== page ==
Mars has no atmosphere, no cloud cover, precipitation or ground water, no rivers or oceans, fauna or flora. One of the earthifying strategies involves establishing mines, factories and industries that would spew greenhouse gases: carbon and other organic goodies. Mars needs exactly what earth doesn’t. Exercising this option, along with introducing genetically altered species, gradually remakes the grim red planet. In the final screen, a boy and his dad are hiking the terraformed Martian wilderness, now green and Earth-like. (12/18)

NASA Budget Cut Avoided (Source: Space Politics)
On Thursday, it appeared that NASA and other non-defense discretionary spending would be trimmed to pay for a $8.1-billion disaster relief bill. The House had proposed a 1.83-percent cut to such spending, which NASA confirmed to Space News on Friday would result in a $325-million cut it the agency’s FY2012 budget. Other non-defense agencies, including the FAA and NOAA, would also have their budgets cut by the same percentage. However, the prospect of that cut has been averted after the Senate rejected the cut Saturday morning. The cut was contained in a separate piece of legislation from the actual disaster relief bill, allowing senators to vote for the disaster spending but vote against the rescission. Both bills passed the House on Friday. (12/17)

The Folly of Private Space Travel (Source: Financial Times)
NASA, which once brought the US boundless prestige, is underfunded and feckless. Last year, President Obama called for an end to moon exploration just as China and India were taking it up. This summer, the space-shuttle program ended after three profligate and crash-prone decades, leaving the US with no domestic means of getting its astronauts to the space station. Paul Allen aims to remedy that with Stratolaunch Systems.

Is this a shining new model for allowing “corporate visionaries” (as USA Today embarrassingly calls them) to boldly go where ordinary democratic politics have failed? Or is it a pointless rich people’s hobby, with disturbing elements of crony capitalism? Modern consumers are too indulgent of this kind of dream-your-dreams malarkey. For now, the heart of Virgin Galactic’s ideas for space tourism seems to be charging people $200,000 to experience a few minutes of zero gravity.

One can argue that allowing decadent gazillionaires to experience zero gravity is only harmless fun. But this argument weakens when government enters the picture in any form. Americans of the 1960s were willing to pay 5 percent of the federal budget for NASA not because it gave them prestige but because it gave the US firepower. NASA was a defence program. To the extent that rockets are being developed for defense, private investors should be nowhere near them. Click here. (12/17)

Spain Will Build Space Hotel by 2012 (Source: Andalusia-Travel)
In Nov. 2009 the Spanish company Galactic Suite announced the start of a unique project - construction of the space hotel Galactic Suite Spacec Resort. At the same time the company director Javier Claramunt stated that the project will be realized in less than three years. But the experts didn't fully agree with this statement. The terms and budget of the hotel were considered to be unreal. The stated cost is 3 billion Euros, which were transferred to Galactic Suite by an anonymous investor.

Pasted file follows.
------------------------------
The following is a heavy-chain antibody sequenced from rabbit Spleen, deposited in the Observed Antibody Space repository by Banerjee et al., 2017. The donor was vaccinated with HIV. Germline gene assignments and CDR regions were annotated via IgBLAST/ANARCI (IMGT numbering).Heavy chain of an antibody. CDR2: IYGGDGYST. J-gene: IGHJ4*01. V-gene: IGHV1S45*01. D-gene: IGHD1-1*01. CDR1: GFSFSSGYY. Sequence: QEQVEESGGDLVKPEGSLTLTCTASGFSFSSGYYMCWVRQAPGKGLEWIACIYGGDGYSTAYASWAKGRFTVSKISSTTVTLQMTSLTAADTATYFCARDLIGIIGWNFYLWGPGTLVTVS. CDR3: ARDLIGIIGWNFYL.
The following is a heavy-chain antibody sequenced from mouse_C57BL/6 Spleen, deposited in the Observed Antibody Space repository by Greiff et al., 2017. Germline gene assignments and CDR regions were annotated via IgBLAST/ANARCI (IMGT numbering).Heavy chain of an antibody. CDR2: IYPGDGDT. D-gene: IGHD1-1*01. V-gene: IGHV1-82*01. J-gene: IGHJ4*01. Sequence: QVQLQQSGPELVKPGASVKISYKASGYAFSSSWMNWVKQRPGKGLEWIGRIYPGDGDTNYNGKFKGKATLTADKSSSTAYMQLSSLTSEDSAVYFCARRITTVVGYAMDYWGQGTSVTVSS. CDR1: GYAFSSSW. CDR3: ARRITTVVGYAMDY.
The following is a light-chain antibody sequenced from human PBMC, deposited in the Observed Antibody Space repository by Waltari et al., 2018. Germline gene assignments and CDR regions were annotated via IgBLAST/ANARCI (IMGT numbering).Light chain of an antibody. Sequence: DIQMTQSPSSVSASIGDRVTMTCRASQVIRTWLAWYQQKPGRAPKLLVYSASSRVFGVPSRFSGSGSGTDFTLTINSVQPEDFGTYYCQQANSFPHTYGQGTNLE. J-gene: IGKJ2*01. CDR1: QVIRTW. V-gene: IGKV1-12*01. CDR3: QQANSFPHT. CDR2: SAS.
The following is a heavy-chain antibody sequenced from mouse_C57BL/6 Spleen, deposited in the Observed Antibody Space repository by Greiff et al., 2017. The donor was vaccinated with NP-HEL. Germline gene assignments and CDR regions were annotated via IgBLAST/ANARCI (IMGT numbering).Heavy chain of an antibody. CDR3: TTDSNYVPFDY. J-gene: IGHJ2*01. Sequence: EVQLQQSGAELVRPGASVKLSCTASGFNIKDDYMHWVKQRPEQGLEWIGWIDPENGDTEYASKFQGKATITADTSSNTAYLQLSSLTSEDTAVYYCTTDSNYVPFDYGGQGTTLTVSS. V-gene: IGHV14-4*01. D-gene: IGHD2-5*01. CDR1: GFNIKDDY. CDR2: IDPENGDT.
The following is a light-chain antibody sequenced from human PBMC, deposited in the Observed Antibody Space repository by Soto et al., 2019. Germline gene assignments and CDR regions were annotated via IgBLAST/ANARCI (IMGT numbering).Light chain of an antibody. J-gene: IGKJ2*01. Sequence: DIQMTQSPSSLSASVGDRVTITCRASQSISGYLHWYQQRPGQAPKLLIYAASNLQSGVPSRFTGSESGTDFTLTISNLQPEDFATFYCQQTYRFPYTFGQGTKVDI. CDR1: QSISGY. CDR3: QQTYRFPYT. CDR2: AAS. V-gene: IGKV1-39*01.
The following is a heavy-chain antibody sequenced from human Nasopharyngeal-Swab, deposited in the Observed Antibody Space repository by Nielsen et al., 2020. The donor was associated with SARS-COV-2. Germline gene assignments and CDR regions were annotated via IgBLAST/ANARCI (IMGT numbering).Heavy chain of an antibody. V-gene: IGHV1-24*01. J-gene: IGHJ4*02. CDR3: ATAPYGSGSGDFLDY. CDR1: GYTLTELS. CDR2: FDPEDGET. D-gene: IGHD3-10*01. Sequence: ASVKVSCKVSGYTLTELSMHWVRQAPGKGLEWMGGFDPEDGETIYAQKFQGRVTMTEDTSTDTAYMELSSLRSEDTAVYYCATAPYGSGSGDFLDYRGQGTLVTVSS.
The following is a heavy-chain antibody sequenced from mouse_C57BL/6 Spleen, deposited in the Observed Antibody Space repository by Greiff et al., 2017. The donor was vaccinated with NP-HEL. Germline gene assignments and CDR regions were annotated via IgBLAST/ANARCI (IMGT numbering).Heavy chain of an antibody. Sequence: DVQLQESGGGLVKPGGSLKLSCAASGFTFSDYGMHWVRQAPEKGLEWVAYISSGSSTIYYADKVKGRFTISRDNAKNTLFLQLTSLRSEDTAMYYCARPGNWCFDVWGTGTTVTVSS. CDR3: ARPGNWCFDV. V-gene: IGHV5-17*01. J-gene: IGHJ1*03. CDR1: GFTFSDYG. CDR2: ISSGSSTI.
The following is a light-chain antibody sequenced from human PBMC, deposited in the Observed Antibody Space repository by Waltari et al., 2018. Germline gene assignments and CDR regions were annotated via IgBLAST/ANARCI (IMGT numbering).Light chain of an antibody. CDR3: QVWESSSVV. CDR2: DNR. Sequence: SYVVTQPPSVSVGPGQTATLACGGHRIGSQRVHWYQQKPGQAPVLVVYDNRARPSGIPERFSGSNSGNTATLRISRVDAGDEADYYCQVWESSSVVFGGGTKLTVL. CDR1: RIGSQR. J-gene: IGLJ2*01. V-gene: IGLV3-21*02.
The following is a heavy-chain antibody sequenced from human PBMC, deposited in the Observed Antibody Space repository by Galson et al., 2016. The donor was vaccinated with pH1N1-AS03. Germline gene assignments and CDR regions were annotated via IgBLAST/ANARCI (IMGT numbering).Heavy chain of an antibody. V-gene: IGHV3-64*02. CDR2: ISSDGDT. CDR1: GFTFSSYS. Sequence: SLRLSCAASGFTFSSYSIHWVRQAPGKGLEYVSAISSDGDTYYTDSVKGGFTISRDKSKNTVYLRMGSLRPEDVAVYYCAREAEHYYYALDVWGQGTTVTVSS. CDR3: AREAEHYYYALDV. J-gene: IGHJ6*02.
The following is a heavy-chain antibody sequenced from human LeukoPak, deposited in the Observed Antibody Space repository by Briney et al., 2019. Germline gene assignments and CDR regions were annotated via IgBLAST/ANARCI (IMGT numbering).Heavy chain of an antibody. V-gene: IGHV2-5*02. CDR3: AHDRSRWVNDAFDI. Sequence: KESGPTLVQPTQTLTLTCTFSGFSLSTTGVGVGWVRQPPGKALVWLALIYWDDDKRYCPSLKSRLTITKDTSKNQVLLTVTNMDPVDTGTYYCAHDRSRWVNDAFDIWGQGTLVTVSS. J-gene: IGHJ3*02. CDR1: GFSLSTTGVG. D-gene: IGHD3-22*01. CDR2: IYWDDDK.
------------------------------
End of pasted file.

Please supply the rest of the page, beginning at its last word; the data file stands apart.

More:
But a few days ago, Claramunt assured the press that in 2012 the orbital hotel will receive its first visitors. Fort-five people have already booked tours to the new hotel and more than 200 are interested in it and are awaiting the test results. The cost of three days in orbit will be $4.4 million, including an eight-week stay on a tropical island for training and medical examinations. Galactic Suite Space Resort will accommodate four guests and two professional astronauts. It is assumed that the tourists will be delivered by Virgin Galactic, which will cost them another $200,000. (12/18)

Michoud Facility Finds New Role: Movie Production (Source:
Some of the remaining workforce at the Michoud Assembly Facility (MAF) found themselves with job sheets that had nothing to do with the space program, as they spent some of their days removing equipment to make space for a string of production companies to use the facility to film parts of their blockbuster films. The first of which was GI Joe 2 (Retaliation) – which has now completed filming inside MAF, ahead of its summer 2012 release date.

This movie stars Bruce Willis – who is no stranger to space hardware, following his staring role in the blockbuster movie Armageddon, which filmed at numerous NASA centers, including the Johnson Space Center (JSC) and the Kennedy Space Center (KSC). Universal Pictures will arrive in January to film two movies (the titles of which are being kept secret), while Disney and MGM are also in the process of negotiating the use of MAF’s 101 building for filming purposes. (12/18)

Coronel to Travel Into Space in 2014 (Source:
He is leaving no room for doubts: “This is what I have always wanted!” During the Millionair Fair in Amsterdam, 39-year old Tom Coronel signed a contract with SXC Space Expedition Curacao’s Michiel Mol to become one of the 100 ‘founder’ astronauts to travel into space in 2014, among others with model Doutzen Kroes and DJ Armin van Buuren. "I vividly remember that Wubbo Ockels, the first Dutch astronaut, came to visit us at home and told about his adventure in space in a very inspiring way. From that moment on, I was certain: being able to wave to the earth as an astronaut from space, wouldn’t that just be fantastic? (12/18)